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Susan Jackson and her BAC passion | Who's Who
It was pouring rain the day Susan Jackson rolled into town in 2002. She and her friend P.C. Harper took a wrong turn on Sportsman Club Road and ended up circling Eagledale for quite some time. They never quite made it to downtown.
Serendipitously, they met a woman on the road, with a daughter and a dog in tow.
“We’re aliens and we’ve lost our mothership,” Jackson remembers saying.
“I’ll have to draw you a map,” said the stranger, who introduced herself as Ellin Spenser. “What are you doing here?”
“We’re looking for a new place to live,” said the art administrator and the artist.
“You need to live here,” Spenser said, “We need people like you.”
Spenser hooked them up with a real estate agent and Bainbridge welcomed them home.
“We were taken care of,” Jackson said, ever so pleased with her Battle Point home.
After spending a decade at the Museum of Modern Art (MoMA) in New York City and another 10 years as director of the Aspen Art Museum in Colorado, Jackson assumed she’d find something to do at Seattle Art Museum or the Frye. But when she took a drawing class at Bainbridge Arts and Crafts, she impulsively asked if there were any openings.
There was, for a publicist, and she took it.
And that was that, for about four months, when she took the job as interim executive director until February 2003 when she was given the permanent position.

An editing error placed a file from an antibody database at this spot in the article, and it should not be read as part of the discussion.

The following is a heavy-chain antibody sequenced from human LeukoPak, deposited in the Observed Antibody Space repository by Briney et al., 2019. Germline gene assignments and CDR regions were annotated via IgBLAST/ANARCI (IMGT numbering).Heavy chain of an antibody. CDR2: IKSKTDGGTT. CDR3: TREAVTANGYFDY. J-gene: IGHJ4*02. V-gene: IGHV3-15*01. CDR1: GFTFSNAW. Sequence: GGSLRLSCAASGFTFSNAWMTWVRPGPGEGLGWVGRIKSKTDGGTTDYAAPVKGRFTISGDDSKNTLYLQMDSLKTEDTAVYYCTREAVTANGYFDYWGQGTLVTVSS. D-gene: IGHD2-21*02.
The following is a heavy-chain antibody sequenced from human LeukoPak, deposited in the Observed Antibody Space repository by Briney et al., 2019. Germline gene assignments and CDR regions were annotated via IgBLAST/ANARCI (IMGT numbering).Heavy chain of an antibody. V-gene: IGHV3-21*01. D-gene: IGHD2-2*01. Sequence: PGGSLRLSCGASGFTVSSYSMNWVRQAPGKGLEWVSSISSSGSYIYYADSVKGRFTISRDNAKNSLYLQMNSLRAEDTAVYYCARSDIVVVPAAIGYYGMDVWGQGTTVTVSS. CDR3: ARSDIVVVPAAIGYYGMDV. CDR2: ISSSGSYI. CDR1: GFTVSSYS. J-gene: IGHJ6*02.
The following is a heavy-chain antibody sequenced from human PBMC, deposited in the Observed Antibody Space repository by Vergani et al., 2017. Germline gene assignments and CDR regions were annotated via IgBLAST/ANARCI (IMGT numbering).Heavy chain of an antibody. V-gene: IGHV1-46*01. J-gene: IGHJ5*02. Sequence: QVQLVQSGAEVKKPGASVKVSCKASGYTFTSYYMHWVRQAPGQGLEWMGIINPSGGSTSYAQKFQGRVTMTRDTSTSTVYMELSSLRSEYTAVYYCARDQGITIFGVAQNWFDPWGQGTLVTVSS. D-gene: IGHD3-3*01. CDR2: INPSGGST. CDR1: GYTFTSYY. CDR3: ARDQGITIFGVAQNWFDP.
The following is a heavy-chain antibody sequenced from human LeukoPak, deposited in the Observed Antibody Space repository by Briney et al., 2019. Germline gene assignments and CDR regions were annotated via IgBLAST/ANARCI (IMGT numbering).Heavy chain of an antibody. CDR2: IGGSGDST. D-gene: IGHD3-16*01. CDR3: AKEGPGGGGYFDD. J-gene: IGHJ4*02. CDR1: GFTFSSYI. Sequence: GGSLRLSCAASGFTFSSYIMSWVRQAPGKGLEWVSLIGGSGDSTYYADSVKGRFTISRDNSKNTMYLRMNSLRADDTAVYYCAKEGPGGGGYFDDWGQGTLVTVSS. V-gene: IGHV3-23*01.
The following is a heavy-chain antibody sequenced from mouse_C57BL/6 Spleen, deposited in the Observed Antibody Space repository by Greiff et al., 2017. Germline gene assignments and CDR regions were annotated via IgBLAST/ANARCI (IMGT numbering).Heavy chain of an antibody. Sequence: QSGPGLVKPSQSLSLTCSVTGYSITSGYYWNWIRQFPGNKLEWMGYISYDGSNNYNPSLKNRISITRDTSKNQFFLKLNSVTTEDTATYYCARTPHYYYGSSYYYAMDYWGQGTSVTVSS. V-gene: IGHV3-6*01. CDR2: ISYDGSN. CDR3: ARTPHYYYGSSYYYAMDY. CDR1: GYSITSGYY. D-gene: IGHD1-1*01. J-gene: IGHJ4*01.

The work in Aspen had given her a good background in fundraising. At MoMA, she invented, then directed the Visitor Services Department. It was the first new department in 33 years, and made Jackson the youngest department head at the museum. The concept of visitor services became a trend in museum administration, which put Jackson in the spotlight, consulting with institutions such as the d’Orsay Art Museum in Paris and the National Gallery in Canada.
With all that heady experience, you might think BAC is small potatoes for Jackson.
“This is the best job I’ve ever had,” she said in her Winslow office below see-level a few doors down from the Gallery.
She handpicked the curatorial team of two “wildly over-qualified” people, David Sessions as director of exhibitions and Victoria Josslin as director of education and communications.
“MoMA was like being part of the biggest dysfunctional family,” she said. “This is like a happy family. The staff is the hardest working, most underpaid but cheerful group. There’s not much drama here.”
The drama she has experienced has come from outside: the dismal economy, budget cuts to arts funding and the Winslow Way reconstruction this summer.
Still, there’s plenty of positives to focus on.
“It’s a pleasure to work for an organization with 63 years’ worth of history. We’re just keepers of the flame here,” she said. “There is virtually no turnover. It makes it easy to have a new idea, to solve problems collectively. Running BAC is a collaborative effort. That’s what makes it fun.”
That atmosphere of fun is palpable.
“We are really serious about what we do, about the quality of work that we show, about getting maximum exposure for the artists we represent, but I think you can do a great job and have fun doing it,” she said. “I assume I will retire here, unless the board tires of me. Everybody should have fun doing what they’re doing or do something else.”
Jackson can’t think of anything else she’d rather be doing.
- Connie Mears